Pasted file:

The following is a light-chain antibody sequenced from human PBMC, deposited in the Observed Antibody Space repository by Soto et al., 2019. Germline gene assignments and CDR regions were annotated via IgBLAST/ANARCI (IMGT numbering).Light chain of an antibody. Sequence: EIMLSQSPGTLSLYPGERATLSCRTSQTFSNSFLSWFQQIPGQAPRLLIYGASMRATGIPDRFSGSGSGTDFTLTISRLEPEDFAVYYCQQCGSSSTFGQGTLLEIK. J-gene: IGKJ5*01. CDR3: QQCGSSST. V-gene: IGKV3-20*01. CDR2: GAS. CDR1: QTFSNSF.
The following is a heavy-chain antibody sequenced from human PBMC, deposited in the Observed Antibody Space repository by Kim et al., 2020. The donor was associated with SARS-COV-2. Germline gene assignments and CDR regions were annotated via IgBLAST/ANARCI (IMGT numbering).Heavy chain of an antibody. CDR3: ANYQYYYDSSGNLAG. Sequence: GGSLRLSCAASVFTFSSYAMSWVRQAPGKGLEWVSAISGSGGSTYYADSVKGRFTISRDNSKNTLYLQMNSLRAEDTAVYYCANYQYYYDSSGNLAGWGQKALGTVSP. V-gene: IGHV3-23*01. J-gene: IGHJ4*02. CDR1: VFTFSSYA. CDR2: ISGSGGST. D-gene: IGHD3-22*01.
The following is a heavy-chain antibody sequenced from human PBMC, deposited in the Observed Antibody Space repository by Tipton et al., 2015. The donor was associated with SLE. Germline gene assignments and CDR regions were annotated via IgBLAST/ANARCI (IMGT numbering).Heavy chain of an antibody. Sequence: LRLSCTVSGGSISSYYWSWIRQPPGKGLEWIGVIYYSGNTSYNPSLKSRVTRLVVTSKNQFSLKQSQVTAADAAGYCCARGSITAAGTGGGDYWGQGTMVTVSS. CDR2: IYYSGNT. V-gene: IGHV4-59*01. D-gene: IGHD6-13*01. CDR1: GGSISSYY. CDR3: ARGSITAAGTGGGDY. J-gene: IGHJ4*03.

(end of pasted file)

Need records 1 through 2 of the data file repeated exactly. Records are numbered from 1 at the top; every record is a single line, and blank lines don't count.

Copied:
The following is a light-chain antibody sequenced from human PBMC, deposited in the Observed Antibody Space repository by Soto et al., 2019. Germline gene assignments and CDR regions were annotated via IgBLAST/ANARCI (IMGT numbering).Light chain of an antibody. Sequence: EIMLSQSPGTLSLYPGERATLSCRTSQTFSNSFLSWFQQIPGQAPRLLIYGASMRATGIPDRFSGSGSGTDFTLTISRLEPEDFAVYYCQQCGSSSTFGQGTLLEIK. J-gene: IGKJ5*01. CDR3: QQCGSSST. V-gene: IGKV3-20*01. CDR2: GAS. CDR1: QTFSNSF.
The following is a heavy-chain antibody sequenced from human PBMC, deposited in the Observed Antibody Space repository by Kim et al., 2020. The donor was associated with SARS-COV-2. Germline gene assignments and CDR regions were annotated via IgBLAST/ANARCI (IMGT numbering).Heavy chain of an antibody. CDR3: ANYQYYYDSSGNLAG. Sequence: GGSLRLSCAASVFTFSSYAMSWVRQAPGKGLEWVSAISGSGGSTYYADSVKGRFTISRDNSKNTLYLQMNSLRAEDTAVYYCANYQYYYDSSGNLAGWGQKALGTVSP. V-gene: IGHV3-23*01. J-gene: IGHJ4*02. CDR1: VFTFSSYA. CDR2: ISGSGGST. D-gene: IGHD3-22*01.